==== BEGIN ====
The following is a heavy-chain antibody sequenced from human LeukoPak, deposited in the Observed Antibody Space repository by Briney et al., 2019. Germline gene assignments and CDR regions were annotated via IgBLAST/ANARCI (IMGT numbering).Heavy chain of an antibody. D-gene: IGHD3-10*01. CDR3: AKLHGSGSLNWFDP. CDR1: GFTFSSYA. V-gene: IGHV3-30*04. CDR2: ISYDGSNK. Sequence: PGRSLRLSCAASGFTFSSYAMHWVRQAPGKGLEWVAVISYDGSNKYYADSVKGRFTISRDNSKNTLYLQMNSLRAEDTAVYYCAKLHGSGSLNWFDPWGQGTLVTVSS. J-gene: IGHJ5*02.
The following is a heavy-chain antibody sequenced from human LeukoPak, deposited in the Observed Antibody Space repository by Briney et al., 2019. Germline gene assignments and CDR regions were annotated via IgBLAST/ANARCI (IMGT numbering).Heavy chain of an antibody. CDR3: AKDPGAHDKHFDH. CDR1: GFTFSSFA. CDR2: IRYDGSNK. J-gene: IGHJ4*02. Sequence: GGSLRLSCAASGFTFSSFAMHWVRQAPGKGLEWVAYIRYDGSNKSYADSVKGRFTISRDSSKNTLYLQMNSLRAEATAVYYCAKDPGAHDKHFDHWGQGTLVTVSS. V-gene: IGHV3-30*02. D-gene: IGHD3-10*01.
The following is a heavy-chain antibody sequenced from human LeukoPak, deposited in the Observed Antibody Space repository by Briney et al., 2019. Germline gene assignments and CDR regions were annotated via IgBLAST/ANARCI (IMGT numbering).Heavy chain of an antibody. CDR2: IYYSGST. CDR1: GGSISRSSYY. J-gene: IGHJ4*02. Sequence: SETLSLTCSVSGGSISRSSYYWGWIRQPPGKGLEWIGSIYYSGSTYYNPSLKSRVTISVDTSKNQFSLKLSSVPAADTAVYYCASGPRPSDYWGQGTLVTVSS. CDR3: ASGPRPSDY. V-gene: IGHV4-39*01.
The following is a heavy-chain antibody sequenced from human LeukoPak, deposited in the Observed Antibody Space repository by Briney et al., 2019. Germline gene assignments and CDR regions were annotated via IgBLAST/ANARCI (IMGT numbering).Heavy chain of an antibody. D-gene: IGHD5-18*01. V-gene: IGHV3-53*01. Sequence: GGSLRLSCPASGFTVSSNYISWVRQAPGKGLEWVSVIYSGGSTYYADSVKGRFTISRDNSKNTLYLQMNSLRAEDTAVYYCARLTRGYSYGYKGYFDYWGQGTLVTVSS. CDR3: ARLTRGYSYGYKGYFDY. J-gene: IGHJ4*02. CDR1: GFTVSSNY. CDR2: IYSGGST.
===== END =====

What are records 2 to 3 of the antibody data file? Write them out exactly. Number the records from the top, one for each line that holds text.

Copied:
The following is a heavy-chain antibody sequenced from human LeukoPak, deposited in the Observed Antibody Space repository by Briney et al., 2019. Germline gene assignments and CDR regions were annotated via IgBLAST/ANARCI (IMGT numbering).Heavy chain of an antibody. CDR3: AKDPGAHDKHFDH. CDR1: GFTFSSFA. CDR2: IRYDGSNK. J-gene: IGHJ4*02. Sequence: GGSLRLSCAASGFTFSSFAMHWVRQAPGKGLEWVAYIRYDGSNKSYADSVKGRFTISRDSSKNTLYLQMNSLRAEATAVYYCAKDPGAHDKHFDHWGQGTLVTVSS. V-gene: IGHV3-30*02. D-gene: IGHD3-10*01.
The following is a heavy-chain antibody sequenced from human LeukoPak, deposited in the Observed Antibody Space repository by Briney et al., 2019. Germline gene assignments and CDR regions were annotated via IgBLAST/ANARCI (IMGT numbering).Heavy chain of an antibody. CDR2: IYYSGST. CDR1: GGSISRSSYY. J-gene: IGHJ4*02. Sequence: SETLSLTCSVSGGSISRSSYYWGWIRQPPGKGLEWIGSIYYSGSTYYNPSLKSRVTISVDTSKNQFSLKLSSVPAADTAVYYCASGPRPSDYWGQGTLVTVSS. CDR3: ASGPRPSDY. V-gene: IGHV4-39*01.